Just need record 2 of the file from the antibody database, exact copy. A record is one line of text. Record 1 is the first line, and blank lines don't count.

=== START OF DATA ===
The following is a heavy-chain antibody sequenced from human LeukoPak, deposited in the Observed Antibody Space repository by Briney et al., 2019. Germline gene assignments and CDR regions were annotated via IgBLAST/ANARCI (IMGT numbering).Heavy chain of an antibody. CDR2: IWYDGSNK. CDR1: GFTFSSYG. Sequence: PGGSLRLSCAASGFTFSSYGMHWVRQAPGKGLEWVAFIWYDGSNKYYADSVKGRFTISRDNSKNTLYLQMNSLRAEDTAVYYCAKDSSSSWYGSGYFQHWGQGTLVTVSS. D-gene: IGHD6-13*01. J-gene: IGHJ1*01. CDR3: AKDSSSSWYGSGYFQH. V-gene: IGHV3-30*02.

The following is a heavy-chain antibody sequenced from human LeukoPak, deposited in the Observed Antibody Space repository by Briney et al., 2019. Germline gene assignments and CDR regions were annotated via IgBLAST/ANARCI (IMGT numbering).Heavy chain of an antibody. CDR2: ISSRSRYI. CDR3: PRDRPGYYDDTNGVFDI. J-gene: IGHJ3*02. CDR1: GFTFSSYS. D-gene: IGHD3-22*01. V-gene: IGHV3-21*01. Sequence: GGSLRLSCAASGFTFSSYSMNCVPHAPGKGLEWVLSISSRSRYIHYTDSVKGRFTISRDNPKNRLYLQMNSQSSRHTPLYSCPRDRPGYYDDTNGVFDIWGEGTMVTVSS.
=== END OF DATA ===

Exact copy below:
The following is a heavy-chain antibody sequenced from human LeukoPak, deposited in the Observed Antibody Space repository by Briney et al., 2019. Germline gene assignments and CDR regions were annotated via IgBLAST/ANARCI (IMGT numbering).Heavy chain of an antibody. CDR2: ISSRSRYI. CDR3: PRDRPGYYDDTNGVFDI. J-gene: IGHJ3*02. CDR1: GFTFSSYS. D-gene: IGHD3-22*01. V-gene: IGHV3-21*01. Sequence: GGSLRLSCAASGFTFSSYSMNCVPHAPGKGLEWVLSISSRSRYIHYTDSVKGRFTISRDNPKNRLYLQMNSQSSRHTPLYSCPRDRPGYYDDTNGVFDIWGEGTMVTVSS.